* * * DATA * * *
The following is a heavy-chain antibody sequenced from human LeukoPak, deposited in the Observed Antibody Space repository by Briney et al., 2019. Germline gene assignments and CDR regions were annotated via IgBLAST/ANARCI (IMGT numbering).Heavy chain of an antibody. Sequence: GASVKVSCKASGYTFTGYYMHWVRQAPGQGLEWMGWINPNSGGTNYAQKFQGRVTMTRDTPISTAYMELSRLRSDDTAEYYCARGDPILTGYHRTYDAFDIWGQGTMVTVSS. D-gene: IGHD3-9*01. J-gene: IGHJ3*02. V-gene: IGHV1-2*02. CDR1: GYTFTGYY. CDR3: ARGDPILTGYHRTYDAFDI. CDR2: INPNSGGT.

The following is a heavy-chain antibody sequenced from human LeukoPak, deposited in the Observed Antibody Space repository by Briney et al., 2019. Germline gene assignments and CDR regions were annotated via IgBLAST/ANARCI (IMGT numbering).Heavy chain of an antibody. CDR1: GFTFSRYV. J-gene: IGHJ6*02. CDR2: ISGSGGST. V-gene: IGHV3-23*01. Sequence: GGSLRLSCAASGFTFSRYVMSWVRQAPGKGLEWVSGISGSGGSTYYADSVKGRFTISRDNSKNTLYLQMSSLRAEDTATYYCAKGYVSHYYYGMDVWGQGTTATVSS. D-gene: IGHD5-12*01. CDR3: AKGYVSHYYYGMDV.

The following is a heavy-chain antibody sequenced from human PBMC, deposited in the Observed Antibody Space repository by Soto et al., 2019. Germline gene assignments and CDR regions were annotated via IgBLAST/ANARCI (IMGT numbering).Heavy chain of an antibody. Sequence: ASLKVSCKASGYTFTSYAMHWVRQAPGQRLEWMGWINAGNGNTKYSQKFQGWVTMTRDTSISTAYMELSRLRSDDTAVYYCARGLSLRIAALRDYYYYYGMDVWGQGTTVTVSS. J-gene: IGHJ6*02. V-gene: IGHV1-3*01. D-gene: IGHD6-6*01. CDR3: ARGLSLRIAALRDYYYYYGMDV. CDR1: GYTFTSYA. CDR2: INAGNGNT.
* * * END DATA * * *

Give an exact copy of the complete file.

The following is a heavy-chain antibody sequenced from human LeukoPak, deposited in the Observed Antibody Space repository by Briney et al., 2019. Germline gene assignments and CDR regions were annotated via IgBLAST/ANARCI (IMGT numbering).Heavy chain of an antibody. Sequence: GASVKVSCKASGYTFTGYYMHWVRQAPGQGLEWMGWINPNSGGTNYAQKFQGRVTMTRDTPISTAYMELSRLRSDDTAEYYCARGDPILTGYHRTYDAFDIWGQGTMVTVSS. D-gene: IGHD3-9*01. J-gene: IGHJ3*02. V-gene: IGHV1-2*02. CDR1: GYTFTGYY. CDR3: ARGDPILTGYHRTYDAFDI. CDR2: INPNSGGT.

The following is a heavy-chain antibody sequenced from human LeukoPak, deposited in the Observed Antibody Space repository by Briney et al., 2019. Germline gene assignments and CDR regions were annotated via IgBLAST/ANARCI (IMGT numbering).Heavy chain of an antibody. CDR1: GFTFSRYV. J-gene: IGHJ6*02. CDR2: ISGSGGST. V-gene: IGHV3-23*01. Sequence: GGSLRLSCAASGFTFSRYVMSWVRQAPGKGLEWVSGISGSGGSTYYADSVKGRFTISRDNSKNTLYLQMSSLRAEDTATYYCAKGYVSHYYYGMDVWGQGTTATVSS. D-gene: IGHD5-12*01. CDR3: AKGYVSHYYYGMDV.

The following is a heavy-chain antibody sequenced from human PBMC, deposited in the Observed Antibody Space repository by Soto et al., 2019. Germline gene assignments and CDR regions were annotated via IgBLAST/ANARCI (IMGT numbering).Heavy chain of an antibody. Sequence: ASLKVSCKASGYTFTSYAMHWVRQAPGQRLEWMGWINAGNGNTKYSQKFQGWVTMTRDTSISTAYMELSRLRSDDTAVYYCARGLSLRIAALRDYYYYYGMDVWGQGTTVTVSS. J-gene: IGHJ6*02. V-gene: IGHV1-3*01. D-gene: IGHD6-6*01. CDR3: ARGLSLRIAALRDYYYYYGMDV. CDR1: GYTFTSYA. CDR2: INAGNGNT.